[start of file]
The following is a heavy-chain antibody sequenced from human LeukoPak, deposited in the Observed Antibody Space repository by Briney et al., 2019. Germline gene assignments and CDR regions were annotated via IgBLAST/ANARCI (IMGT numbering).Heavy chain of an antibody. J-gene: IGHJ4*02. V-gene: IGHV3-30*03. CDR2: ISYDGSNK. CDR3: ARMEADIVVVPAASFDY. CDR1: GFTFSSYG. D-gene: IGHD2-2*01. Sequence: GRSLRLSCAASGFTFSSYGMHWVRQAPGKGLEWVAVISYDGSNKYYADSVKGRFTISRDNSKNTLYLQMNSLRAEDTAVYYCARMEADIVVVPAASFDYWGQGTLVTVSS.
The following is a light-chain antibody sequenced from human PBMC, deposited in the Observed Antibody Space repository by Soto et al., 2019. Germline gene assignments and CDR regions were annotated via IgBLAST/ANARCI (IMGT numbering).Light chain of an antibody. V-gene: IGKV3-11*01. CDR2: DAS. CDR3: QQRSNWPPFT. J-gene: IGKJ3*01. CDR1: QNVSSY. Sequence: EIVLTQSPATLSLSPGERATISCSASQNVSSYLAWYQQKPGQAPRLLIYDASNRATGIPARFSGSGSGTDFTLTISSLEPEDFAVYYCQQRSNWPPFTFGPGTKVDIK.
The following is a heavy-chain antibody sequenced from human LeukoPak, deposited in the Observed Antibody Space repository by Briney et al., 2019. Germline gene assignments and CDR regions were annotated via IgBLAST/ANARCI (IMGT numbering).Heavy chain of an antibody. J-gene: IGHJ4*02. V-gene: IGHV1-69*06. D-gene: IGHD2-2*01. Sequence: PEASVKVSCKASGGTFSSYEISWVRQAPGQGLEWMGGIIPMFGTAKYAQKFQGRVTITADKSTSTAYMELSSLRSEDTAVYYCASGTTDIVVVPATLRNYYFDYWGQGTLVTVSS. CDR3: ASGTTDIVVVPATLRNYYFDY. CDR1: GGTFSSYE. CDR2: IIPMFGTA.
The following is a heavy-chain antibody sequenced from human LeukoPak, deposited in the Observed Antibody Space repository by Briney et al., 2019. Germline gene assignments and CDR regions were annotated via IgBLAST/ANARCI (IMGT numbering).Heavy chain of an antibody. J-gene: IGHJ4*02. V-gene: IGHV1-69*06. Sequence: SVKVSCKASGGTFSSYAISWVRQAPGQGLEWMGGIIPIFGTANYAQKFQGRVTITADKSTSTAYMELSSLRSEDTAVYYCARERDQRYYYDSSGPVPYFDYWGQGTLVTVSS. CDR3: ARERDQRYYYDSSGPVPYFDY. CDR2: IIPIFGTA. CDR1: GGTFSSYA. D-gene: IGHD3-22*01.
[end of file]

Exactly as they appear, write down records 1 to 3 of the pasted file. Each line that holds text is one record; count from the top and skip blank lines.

The following is a heavy-chain antibody sequenced from human LeukoPak, deposited in the Observed Antibody Space repository by Briney et al., 2019. Germline gene assignments and CDR regions were annotated via IgBLAST/ANARCI (IMGT numbering).Heavy chain of an antibody. J-gene: IGHJ4*02. V-gene: IGHV3-30*03. CDR2: ISYDGSNK. CDR3: ARMEADIVVVPAASFDY. CDR1: GFTFSSYG. D-gene: IGHD2-2*01. Sequence: GRSLRLSCAASGFTFSSYGMHWVRQAPGKGLEWVAVISYDGSNKYYADSVKGRFTISRDNSKNTLYLQMNSLRAEDTAVYYCARMEADIVVVPAASFDYWGQGTLVTVSS.
The following is a light-chain antibody sequenced from human PBMC, deposited in the Observed Antibody Space repository by Soto et al., 2019. Germline gene assignments and CDR regions were annotated via IgBLAST/ANARCI (IMGT numbering).Light chain of an antibody. V-gene: IGKV3-11*01. CDR2: DAS. CDR3: QQRSNWPPFT. J-gene: IGKJ3*01. CDR1: QNVSSY. Sequence: EIVLTQSPATLSLSPGERATISCSASQNVSSYLAWYQQKPGQAPRLLIYDASNRATGIPARFSGSGSGTDFTLTISSLEPEDFAVYYCQQRSNWPPFTFGPGTKVDIK.
The following is a heavy-chain antibody sequenced from human LeukoPak, deposited in the Observed Antibody Space repository by Briney et al., 2019. Germline gene assignments and CDR regions were annotated via IgBLAST/ANARCI (IMGT numbering).Heavy chain of an antibody. J-gene: IGHJ4*02. V-gene: IGHV1-69*06. D-gene: IGHD2-2*01. Sequence: PEASVKVSCKASGGTFSSYEISWVRQAPGQGLEWMGGIIPMFGTAKYAQKFQGRVTITADKSTSTAYMELSSLRSEDTAVYYCASGTTDIVVVPATLRNYYFDYWGQGTLVTVSS. CDR3: ASGTTDIVVVPATLRNYYFDY. CDR1: GGTFSSYE. CDR2: IIPMFGTA.